[r-t] Sacred cows

Philip Earis pje24 at cantab.net
Wed Oct 7 05:05:19 UTC 2015

Rick DuPuy: “...the framework is still chock full of prescriptive rules which a performance must follow to qualify as a 'peal'...So let me ask: did the rules subgroup consider these particular sacred cows?”

I think there are three areas of confusion (or perhaps fallacies) in your reasoning:

1) Most importantly, you seem to lump together all “sacred cows”. However, any possible constraints fall into two distinct (and to mind my very different) areas: on the one hand the actual sequences of permutations that are rung, and on the other hand how those permutations are rung.  

Now a descriptive approach should, I feel, contain as few restrictions on the sequences of permutations that are rung as possible whilst still providing a coherent, consistent framework that reflects change ringing.  

The existing Decisions contain all manner of arbitrary restrictions and value judgements, some plain daft, on what sequences of permutations are permissible. The new framework aims to eliminate and simplify as much as possible here...as the companion document states, the main axiomatic constraints are simply that sequences of true permutations must be rung.  To my mind this is very laudable.

All of the “sacred cow” examples you list (relays of ringers, external aids, standers-behind) relate to the second (and distinct) area of *how* ringing is done.  It is important to realise this is a distinct area.  The framework aims to provide these criteria so that standard performances are comparable.  If I press start on Abel and let the computer ring a peal, I don’t regard that as me having rung a peal, and I am sure the consensus of ringers would be the same.  So I have no issue myself with formulising some constraints on what constitutes a standard performance.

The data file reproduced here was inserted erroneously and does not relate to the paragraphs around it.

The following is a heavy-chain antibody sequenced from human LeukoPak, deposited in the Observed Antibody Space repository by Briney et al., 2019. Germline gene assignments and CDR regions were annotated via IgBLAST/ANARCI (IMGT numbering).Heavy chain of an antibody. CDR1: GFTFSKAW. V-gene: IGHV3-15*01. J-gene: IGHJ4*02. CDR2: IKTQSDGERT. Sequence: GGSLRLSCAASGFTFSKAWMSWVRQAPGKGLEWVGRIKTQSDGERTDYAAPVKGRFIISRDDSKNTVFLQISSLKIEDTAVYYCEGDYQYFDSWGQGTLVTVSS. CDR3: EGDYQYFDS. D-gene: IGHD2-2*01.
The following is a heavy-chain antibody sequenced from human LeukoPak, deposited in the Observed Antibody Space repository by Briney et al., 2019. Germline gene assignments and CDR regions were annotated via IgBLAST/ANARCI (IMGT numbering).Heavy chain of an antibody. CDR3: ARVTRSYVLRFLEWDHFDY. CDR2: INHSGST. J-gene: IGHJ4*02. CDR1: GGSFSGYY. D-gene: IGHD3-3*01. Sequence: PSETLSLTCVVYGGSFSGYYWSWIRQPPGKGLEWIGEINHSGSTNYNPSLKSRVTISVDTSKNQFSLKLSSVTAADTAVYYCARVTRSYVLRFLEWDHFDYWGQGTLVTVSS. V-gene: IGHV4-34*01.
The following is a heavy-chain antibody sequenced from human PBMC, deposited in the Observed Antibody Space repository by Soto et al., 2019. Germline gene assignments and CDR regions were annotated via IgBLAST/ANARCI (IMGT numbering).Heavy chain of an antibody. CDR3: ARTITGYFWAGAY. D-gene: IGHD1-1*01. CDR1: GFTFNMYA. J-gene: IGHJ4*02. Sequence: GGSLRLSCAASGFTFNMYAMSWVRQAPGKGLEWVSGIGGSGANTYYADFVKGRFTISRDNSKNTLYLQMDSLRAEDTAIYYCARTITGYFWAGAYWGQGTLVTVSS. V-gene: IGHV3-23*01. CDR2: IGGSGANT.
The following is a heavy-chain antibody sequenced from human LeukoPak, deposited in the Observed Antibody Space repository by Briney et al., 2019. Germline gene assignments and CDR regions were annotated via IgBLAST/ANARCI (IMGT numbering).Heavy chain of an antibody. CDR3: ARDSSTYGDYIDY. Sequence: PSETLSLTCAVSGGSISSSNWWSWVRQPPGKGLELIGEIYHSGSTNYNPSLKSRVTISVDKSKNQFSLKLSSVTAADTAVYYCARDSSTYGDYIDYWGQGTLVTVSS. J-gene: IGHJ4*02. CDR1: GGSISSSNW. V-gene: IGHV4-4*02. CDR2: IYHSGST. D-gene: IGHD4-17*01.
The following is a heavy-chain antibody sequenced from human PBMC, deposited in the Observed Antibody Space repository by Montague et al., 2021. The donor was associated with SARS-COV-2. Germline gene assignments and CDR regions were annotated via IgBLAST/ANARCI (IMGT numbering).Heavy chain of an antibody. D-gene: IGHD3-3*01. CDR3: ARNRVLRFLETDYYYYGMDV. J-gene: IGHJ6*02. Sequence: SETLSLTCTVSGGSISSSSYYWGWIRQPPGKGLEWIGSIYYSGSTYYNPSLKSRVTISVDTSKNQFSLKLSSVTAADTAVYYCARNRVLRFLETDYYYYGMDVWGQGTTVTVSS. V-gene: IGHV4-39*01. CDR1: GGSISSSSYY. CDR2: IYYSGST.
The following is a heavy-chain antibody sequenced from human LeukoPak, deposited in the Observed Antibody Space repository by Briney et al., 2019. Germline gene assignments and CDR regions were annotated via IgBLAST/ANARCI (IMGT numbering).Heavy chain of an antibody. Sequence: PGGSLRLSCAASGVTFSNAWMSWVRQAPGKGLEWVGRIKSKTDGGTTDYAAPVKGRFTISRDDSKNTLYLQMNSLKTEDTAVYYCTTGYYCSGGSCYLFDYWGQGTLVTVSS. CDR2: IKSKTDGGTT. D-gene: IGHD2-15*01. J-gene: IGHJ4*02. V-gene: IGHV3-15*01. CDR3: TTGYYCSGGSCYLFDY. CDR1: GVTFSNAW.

2) The constraints included in the new framework relate to standard performances, with the explicit statement that this is not a value judgement on performances that do not adhere to the framework.

3) The “rules subgroup” was and is an open-to-all collaborative effort, aiming to capture and codify broadly consensus opinions of people with knowledge and interest in the area.  The working and development of the draft documents has been extremely open, vastly more so than the pronouncements from on high of the secretive cabal that is the Methods Committee.  Many people have contributed to the subgroup, and I am sure that what is produced doesn’t fully satisfy anyone (me included)...but it has been a productive and instructive exercise, and has produced something which is much better than the status quo.


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